The Resonator Guitars


The Dobro
During the 1920s, George Beauchamp, a Los Angeles guitarist, took his vision of a mechanically amplified guitar that could stand up to the loudness of the banjo to John and Rudy Dopyer, two Slovakian immigrants who had already patented several improvements for banjos. In 1927, John Dopyera perfected a design utilizing three aluminum cones, and his brother Rudy suggested a metal body to enhance amplification, and the National tri-cone resonator guitar was born. Following that, John Dopyera began developing a more affordable woodbody guitar with a single cone, and in 1928 he introduced his new invention under the name DOBRO® -- a combination of DOpyera and the BROthers. Their resonator guitars were initially well-received, and many were produced throughout the next several decades, until after the 2nd World War when their mass production gave way to the emergence of the electric guitar. However, the Dobro and its unique acoustic character remained prevalent in much of country, acoustic blues and bluegrass music over the next 50 years and the instruments were made and sold by the Dopyera family members under the name of the Original Musical Instrument Co. Finally, in 1993, Gibson acquired O.M.I. and brought together all the best qualities of the original wood body and metal body resonator instruments. Whether the music is blues, Hawaiian, country, or bluegrass, DOBRO® guitars have the "twang" sound that sets them apart from all other acoustic instruments in folk music. Often tuned to an open major chord, such as G major, the 6-string Dobro is laid horizontally on the lap, the fingers of the right hand pluck the different strings while the left hand slides up and down the neck using a solid bar to create the unique sliding sound. The resonator feature of the Dobro produces a natural brilliant amplification that stands comfortably above the rest of the band.

The Weissenborn Guitar

The Weissenborn resonator guitar, otherwise called a Hawaiian lap steel guitar, and also known by the name "kona" guitar to the avid guitar collector, is the grandfather of the modern Dobro. With its raised string action for slide playing , and its hollow neck contiguous with the instruments body, these guitars captivated many a folk musician during the early part of the 20th Century. This style guitar was conceived and built in the early 20th Century by a German piano and violin maker, Hermann C. Weissenborn, who immigrated to America in 1902 and who lived in Los Angeles. Inspired by the boom in Hawaiian music in America created by the Hawaiian music exposition at the 1918 San Francisco World's Fair, Weissenborn began to hand make these captivating guitars. Unlike typical Spanish-neck guitars used for lap playing with a steel slide, the Weissenborn guitars, with their hollow-neck and unibody koa wood construction, offered much more volume and sustain. Due to their sweet timbre, expressive tone, eye catching design and the haunting sound of the koa wood, these guitars were an instant hit among folk musicians and stayed in demand only until the advent of the Dobro and the death of their creator in 1937. Thus, Weissenborn-style guitars had not been made for 60 years, but thanks to recent national masters of the Dobro, such as Jerry Douglas, these guitars are seeing a resurgence of interest among musicians. They can be used for virtually any musical style from folk, country, rock, gospel, Hawaiian, and blues. Prices for the rare originals have skyrocketed, but fortunately several of today's guitar makers (for example, Bear Creek Guitars in Maui and David Dart Guitars in Los Angeles) are manufacturing quality reproductions. The website of captured these comments about the Weissenborn:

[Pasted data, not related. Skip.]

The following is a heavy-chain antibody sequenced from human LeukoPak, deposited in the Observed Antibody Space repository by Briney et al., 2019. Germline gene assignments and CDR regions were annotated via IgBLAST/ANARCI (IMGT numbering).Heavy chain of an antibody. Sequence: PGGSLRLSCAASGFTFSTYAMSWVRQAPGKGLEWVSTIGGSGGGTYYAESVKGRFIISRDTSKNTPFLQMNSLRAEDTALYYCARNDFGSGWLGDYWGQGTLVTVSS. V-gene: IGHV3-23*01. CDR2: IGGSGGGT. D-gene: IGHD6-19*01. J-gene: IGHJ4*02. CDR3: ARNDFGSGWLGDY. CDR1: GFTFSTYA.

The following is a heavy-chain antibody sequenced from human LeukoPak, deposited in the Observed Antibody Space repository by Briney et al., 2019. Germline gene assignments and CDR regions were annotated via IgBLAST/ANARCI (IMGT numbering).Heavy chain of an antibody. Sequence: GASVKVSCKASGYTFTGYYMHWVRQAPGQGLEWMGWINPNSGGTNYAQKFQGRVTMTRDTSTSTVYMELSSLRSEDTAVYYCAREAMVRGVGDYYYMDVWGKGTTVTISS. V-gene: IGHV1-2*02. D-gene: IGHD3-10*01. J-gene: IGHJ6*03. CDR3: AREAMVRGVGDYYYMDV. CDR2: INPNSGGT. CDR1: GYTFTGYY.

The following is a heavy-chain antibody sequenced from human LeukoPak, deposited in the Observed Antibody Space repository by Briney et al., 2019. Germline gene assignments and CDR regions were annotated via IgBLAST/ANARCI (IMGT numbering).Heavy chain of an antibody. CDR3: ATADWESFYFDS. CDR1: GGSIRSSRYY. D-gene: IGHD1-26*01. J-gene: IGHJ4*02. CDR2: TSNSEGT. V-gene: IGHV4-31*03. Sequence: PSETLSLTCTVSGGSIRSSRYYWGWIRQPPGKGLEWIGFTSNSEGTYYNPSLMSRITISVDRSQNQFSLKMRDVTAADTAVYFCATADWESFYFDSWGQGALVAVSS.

"You are drawn to this instrument in a strange but beautiful way when you first experience its haunting and beautiful sound. There is no other style guitar that sounds like it, and it mysteriously allows your inner thoughts to be so satisfyingly expressed so warmly in music. Once you begin playing this instrument, you will find an escape into your own world of musical dreams and creativity and you will find it very difficult to return, as you continually hear its remarkable sound."

"These instruments have magical qualities of sound, both bass and treble, with amazing sustain."

"The Weissenborn has the gift of human vocal quality; a richness that captures both sweetness and edge. Under capable hands, it will give your music a life that speaks of emotions and colors, experiences and journeys - this is what happens to me every time I play a Weissenborn."

"It is the greatest sounding acoustic instrument ever made. It is very expressive and it says something new to me everyday. Every time I pick it up it sings something new."

"The Weissenborn is the sound that is in me. Nothing else can channel the spirit of my music."